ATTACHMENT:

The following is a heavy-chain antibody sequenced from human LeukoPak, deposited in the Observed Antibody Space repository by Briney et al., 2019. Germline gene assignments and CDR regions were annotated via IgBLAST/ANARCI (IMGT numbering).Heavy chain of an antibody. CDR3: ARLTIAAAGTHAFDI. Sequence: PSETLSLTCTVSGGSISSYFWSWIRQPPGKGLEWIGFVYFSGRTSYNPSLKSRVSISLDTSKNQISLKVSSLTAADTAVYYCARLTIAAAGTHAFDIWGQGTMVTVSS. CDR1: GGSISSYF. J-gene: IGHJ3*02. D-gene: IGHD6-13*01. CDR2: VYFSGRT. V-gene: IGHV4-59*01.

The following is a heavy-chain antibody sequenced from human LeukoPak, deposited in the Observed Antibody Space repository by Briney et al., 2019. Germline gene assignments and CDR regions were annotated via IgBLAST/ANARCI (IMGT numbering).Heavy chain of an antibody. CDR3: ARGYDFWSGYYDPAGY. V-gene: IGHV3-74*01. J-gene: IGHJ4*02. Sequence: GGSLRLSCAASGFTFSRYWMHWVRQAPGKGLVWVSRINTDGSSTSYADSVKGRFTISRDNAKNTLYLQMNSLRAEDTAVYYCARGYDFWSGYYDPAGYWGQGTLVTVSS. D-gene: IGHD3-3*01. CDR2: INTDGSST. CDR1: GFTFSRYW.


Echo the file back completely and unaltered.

The following is a heavy-chain antibody sequenced from human LeukoPak, deposited in the Observed Antibody Space repository by Briney et al., 2019. Germline gene assignments and CDR regions were annotated via IgBLAST/ANARCI (IMGT numbering).Heavy chain of an antibody. CDR3: ARLTIAAAGTHAFDI. Sequence: PSETLSLTCTVSGGSISSYFWSWIRQPPGKGLEWIGFVYFSGRTSYNPSLKSRVSISLDTSKNQISLKVSSLTAADTAVYYCARLTIAAAGTHAFDIWGQGTMVTVSS. CDR1: GGSISSYF. J-gene: IGHJ3*02. D-gene: IGHD6-13*01. CDR2: VYFSGRT. V-gene: IGHV4-59*01.

The following is a heavy-chain antibody sequenced from human LeukoPak, deposited in the Observed Antibody Space repository by Briney et al., 2019. Germline gene assignments and CDR regions were annotated via IgBLAST/ANARCI (IMGT numbering).Heavy chain of an antibody. CDR3: ARGYDFWSGYYDPAGY. V-gene: IGHV3-74*01. J-gene: IGHJ4*02. Sequence: GGSLRLSCAASGFTFSRYWMHWVRQAPGKGLVWVSRINTDGSSTSYADSVKGRFTISRDNAKNTLYLQMNSLRAEDTAVYYCARGYDFWSGYYDPAGYWGQGTLVTVSS. D-gene: IGHD3-3*01. CDR2: INTDGSST. CDR1: GFTFSRYW.